As spring rains and sunshine begin to revitalize dormant turf, the initial burst of green growth can give a homeowner a false sense of security, making it seem as though all that’s needed is regular watering and mowing. But keeping a lawn in top shape all year ‘round also involves a bit of preventive maintenance.
Spring is a good time for you as a lawn care professional to educate your clients about the importance of taking measures that can nip potential problems in the bud before they become expensive hassles. And, pay off in the form of lush, green turf for summertime recreation and relaxation.
Testing soil samples. A soil quality test will provide important information about any amendments that may be needed.
Aeration. In the northern U.S., where cool-season grass is dominant, aeration is recommended annually to improve drainage and prepare the soil for any seed application. In older or heavily trafficked lawns, the soil is often compacted, keeping water, air and nutrients from getting to the turf’s roots. Core aeration in late April through mid-May is the remedy. It’s especially beneficial for lawns that suffered drought-induced dormancy in the previous summer or fall.
Dethatching. Thatch, a buildup of dead organic material, is common in lawns. Once it thickens beyond about half an inch, it’s time to get rid of it. Like aeration, removing thatch allows water, air and nutrients to penetrate the soil more easily. It helps prevent root rot and drought stress and discourages pests and fungal growth. As you dethatch in mid-to-late spring, look for the signs of overwatering or overfertilizing that are the common causes of thatch buildup.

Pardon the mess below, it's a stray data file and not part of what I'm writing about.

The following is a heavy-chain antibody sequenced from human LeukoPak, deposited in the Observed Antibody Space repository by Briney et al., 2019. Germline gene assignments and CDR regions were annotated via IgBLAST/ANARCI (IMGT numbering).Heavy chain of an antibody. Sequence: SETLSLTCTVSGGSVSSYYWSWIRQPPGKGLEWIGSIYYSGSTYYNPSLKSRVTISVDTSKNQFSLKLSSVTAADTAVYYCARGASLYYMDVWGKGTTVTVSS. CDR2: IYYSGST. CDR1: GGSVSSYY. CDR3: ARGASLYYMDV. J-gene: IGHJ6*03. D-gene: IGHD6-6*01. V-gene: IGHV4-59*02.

Seeding. A client may want to plant new areas or overseed existing turf. Use seed that is not only a good match for the region but also that particular lawn, such as the type of soil it has and amount of sunlight it gets. When you plant is important, too — generally April through late October — but certain regions may have optimal seeding times that are within a more narrow range. Seeding early, before the summer arrives, enables grass to develop longer roots and become better established with stronger weed resistance.
Fertilizing. Homeowners often want to fertilize too early in the year, rather than waiting until several weeks after the grass turns green. Talk to your clients about when and how much to fertilize. Let them know you can help them save money by fertilizing naturally; many don’t know that through mulch mowing, a lawn can fertilize itself. Grass clippings, left in place, will deliver nitrogen, phosphorous and potassium back to the lawn.
For more information, visit www.weseedamerica.com.